Immigration, Trade, and Religion: The Changes Caused by Human Movement

Shōtoku Taishi 聖徳太子 (574 – 622) was a semi-legendary Japanese prince who is popular for having brought Buddhism from the continent to Japan. Despite the fascinating story of this prince, the processes that brought Buddhism to Japan were, most probably, more complex, and diverse. Migration and trade seem to have played a major role. Although reaching Japan was objectively difficult during the Nara period (710–784), the commercial relationships between Japan and the continent were lively and relatively spread. The need for commercial exchange triggered the movements of groups of people which, sometimes, turned to be real migration trends, both from Japan to China and vice versa. The danger of navigating the Sea of Japan discouraged the frequent journeys and many Chinese merchants stopped in Japan, sometimes forever. Goods were not the only imported items, but also Buddhist statues and scriptures. Often, monks traveled together with merchants and the more the trade flourished the more religion spread. The scholar Charles Holcombe hypothesizes how trade and immigration could have been the main causes of the “buddhization” of Japan.
Immigration has always caused changes in societies and this is sometimes perceived as the most controversial aspect of immigration. Human beings tend to think of “culture” and “society” as monolithic realities that can be threatened by the arrival of alien influences. However, the huge or small movements of living beings are an endemic characteristic of life, and changes caused by immigration are a natural and unavoidable process and are the basis of the fluidity of cultures.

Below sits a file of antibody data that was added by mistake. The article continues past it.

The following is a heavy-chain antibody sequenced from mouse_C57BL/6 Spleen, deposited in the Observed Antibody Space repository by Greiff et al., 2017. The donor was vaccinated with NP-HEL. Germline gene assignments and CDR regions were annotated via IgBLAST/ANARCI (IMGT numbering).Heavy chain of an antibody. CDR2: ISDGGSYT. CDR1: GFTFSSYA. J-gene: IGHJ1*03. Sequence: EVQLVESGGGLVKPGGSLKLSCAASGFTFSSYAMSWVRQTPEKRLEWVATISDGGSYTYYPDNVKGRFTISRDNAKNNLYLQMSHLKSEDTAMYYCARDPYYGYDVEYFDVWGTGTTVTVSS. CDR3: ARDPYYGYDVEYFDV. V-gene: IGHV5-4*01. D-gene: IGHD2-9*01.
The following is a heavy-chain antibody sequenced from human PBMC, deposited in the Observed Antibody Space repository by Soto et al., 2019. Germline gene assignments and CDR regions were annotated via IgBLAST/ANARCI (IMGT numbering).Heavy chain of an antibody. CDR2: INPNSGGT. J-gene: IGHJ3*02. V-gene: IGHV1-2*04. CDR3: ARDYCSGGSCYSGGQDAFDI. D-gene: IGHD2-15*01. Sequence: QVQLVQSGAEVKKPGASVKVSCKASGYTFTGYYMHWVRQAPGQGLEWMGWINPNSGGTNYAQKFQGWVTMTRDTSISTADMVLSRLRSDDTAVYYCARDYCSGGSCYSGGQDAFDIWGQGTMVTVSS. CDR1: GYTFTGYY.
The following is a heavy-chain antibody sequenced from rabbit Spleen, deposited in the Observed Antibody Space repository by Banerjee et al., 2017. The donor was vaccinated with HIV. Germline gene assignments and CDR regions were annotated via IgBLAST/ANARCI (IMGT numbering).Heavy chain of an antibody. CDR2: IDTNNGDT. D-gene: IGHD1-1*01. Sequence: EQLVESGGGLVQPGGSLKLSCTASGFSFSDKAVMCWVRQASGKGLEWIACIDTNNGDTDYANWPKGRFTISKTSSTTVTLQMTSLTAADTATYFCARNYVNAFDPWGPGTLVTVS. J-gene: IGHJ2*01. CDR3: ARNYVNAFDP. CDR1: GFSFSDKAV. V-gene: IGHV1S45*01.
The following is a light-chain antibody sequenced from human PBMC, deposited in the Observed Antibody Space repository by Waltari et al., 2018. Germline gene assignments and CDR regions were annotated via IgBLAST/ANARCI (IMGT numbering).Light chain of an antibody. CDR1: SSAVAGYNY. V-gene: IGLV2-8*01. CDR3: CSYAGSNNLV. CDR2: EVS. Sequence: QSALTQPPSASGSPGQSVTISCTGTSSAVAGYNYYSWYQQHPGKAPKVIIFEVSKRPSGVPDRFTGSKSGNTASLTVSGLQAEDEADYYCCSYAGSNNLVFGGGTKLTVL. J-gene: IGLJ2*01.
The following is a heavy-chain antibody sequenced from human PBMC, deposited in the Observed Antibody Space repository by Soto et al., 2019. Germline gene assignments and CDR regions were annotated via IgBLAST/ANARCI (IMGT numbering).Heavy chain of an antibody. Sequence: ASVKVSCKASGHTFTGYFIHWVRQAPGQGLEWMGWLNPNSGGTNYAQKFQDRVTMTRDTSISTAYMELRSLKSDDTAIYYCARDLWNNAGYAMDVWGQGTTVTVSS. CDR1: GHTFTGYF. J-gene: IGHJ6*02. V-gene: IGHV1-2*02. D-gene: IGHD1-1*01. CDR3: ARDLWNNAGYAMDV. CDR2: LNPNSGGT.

Holcombe, Charles. “Trade-Buddhism: Maritime Trade, Immigration, and the Buddhist Landfall in Early Japan” Journal of the American Oriental Society, Apr. – Jun., 1999, Vol. 119, No. 2 (Apr. – Jun., 1999), pp. 280-292


To what extent the migration from and toward Japan changed the Japanese religious culture?

Are there similar examples of this phenomenon in other places all over the world?

Historically, how is the Buddhist religious influence perceived by the hosting culture, be it Japan or US in most recent times?

Stay tuned — research findings and original interviews with scholars to follow.

Mariangela Carpinteri
I was born and grew up in the South of Italy (Sicily) and I have spent a few years in Venice to study East-Asian religions at Padua University and at Ca’ Foscari University. I am now a Ph.D. student in Religious Studies at the University of California, Santa Barbara. I am specialized in Japanese religions – Buddhism and Shintō – and I am currently delving into Confucianism. For my Ph D. project, I am studying the relationship between the concept of nature and Japanese religions in the Tokugawa period (1603 – 1868).